CNN has been thrust into another furious row over the accuracy of its coverage after contributor Josh Rogin, also of the Washington Post, implied live on air that Brexit financier Arron Banks was linked to the Russian government.
Speaking on Carol Costello’s show just moments after UK Independence Party leader Nigel Farage this morning, Mr. Rogin said:
“What we are seeing is a not-so-covert effort to re-align American foreign policy with all these parties who are engaged in an anti-European project. Probably funded with Russian money. That’s a real thing.
Challenged by fellow panelist Ben Ferguson — who himself poured scorn on the idea of Mr. Farage as UK Ambassador to the United States — Mr Rogin added: “It’s in the Panama Papers. Check it out. Google it. It’s in there. Arron Banks.”
Challenged by an incredulous Mr. Ferguson again Mr. Rogin continued: “I love watching you come to the realization of the truth of the situation,” before adding: ‘I encourage viewers to Google it. Arron Banks, the guy who comes with Nigel Farage to all the meetings with Trump, who we never talk about, look into his Panama Papers. Look into his finances”.
Mr. Banks has since informed Breitbart London that he has already instructed lawyers to investigate a defamation claim against CNN or Mr. Rogin.
And Mr. Banks did indeed appear in the Panama Papers, the greatest extent of his involvement in them appearing to be owning shares in companies. The Guardian reported that in owning shares and companies based in the British Virgin Islands and Gibraltar, Mr. Banks had done nothing illegal, and no mentions of any Russian interests were included in the report.
Following the CNN show, Mr. Rogin began tweeting links to paranoid reports of Russian influence in the European Union. The most recent, entitled “The Kremlin’s Trojan Horses” was compiled by a Washington-D.C.-based think tank named The Atlantic Council.
The Council, known as a hawkish and internationalist outfit, itself admitted to receiving money from state-owned assets in Turkey, as well from the governments of Bahrain, Kazakhstan, Qatar, Saudi Arabia, the United Arab Emirates and indeed the United Kingdom.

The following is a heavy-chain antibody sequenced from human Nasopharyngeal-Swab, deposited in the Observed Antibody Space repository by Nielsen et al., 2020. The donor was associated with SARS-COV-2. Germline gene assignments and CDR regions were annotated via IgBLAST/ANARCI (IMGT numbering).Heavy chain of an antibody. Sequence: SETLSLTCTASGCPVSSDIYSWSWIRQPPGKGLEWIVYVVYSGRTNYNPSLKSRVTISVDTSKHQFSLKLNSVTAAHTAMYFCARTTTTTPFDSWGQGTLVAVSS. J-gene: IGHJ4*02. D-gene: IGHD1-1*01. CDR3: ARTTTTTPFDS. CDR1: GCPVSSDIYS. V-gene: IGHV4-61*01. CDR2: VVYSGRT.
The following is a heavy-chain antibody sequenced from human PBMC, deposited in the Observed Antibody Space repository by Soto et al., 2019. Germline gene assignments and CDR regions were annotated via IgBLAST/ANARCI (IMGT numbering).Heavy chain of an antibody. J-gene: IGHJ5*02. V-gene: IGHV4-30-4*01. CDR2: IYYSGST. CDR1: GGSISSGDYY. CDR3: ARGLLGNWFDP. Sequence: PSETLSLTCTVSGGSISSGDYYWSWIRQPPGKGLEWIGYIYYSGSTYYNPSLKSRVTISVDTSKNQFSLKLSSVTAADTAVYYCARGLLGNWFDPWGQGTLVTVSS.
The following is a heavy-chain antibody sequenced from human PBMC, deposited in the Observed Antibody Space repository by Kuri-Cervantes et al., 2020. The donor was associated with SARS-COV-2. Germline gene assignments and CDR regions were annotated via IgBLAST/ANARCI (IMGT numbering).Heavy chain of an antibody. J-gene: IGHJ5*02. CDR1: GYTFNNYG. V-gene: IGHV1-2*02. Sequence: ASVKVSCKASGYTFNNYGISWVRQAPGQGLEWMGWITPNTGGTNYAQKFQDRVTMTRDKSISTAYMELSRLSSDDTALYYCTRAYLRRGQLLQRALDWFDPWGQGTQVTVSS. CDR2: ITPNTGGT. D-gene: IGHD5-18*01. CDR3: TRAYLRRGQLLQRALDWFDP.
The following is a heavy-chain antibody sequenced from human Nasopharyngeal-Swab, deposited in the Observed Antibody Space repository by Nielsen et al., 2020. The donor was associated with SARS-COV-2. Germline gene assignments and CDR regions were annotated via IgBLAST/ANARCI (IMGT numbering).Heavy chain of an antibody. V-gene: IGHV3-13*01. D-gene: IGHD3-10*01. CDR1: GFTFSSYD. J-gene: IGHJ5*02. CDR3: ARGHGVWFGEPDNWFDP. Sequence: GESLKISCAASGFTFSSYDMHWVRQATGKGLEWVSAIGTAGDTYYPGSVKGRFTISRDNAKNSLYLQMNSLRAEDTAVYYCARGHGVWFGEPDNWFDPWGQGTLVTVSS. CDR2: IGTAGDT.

The organisation has also received funding from NATO and the European Commission — the executive arm of the European Union.
But the Council alleges that it is Russia that is involved in state-meddling in foreign affairs, with its report claiming that Nigel Farage, Marine Le Pen, and other populist politicians had Russian sympathies, rather than simply being anti-EU and not wanting war with Russia.
The report refers to UKIP — a party comprised of small-c conservatives, working class voters, libertarians, and soft-nationalists — as “far right”.
The report makes no reference to the fact that the UKIP 2015 General Election manifesto indeed pushed the British government to increase its NATO defence spending budget to the required two per cent of GDP per the NATO charter.
The report also neglects to mention that Mr. Farage has credited NATO for keeping the peace in Europe since the Second World War, often lauding the efforts of the group that is intrinsically linked to the Atlantic Council.
But the report’s partisanship is perhaps revealed by the fact that the foreword is written by Radoslaw Sikorski, the former minister of Foreign Affairs in the Polish government under Mr. Donald Tusk. Mr. Tusk is now President of the European Council. Mr. Sikorski’s spouse is Anne Applebaum, senior columnist at the Washington Post, where CNN contributor Josh Rogin is also employed.
Speaking to Breitbart London since the television interview, Mr. Rogin said he was “referring to [a] Russian-linked bank’s loan to France’s [National Front]. He added: “I have no specific information about any links between Arron Banks and Russia and truly did not mean to imply that in my appearance today”.
Earlier this week former UN Ambassador for the United States John Bolton told Breitbart News that a European Union Army was a “dagger pointed at the eye” of NATO. That a NATO-affiliated think tank is empowering European Union advocates to attack NATO-allies may raise eyebrows given the increasingly competitive spirit between the two organisations.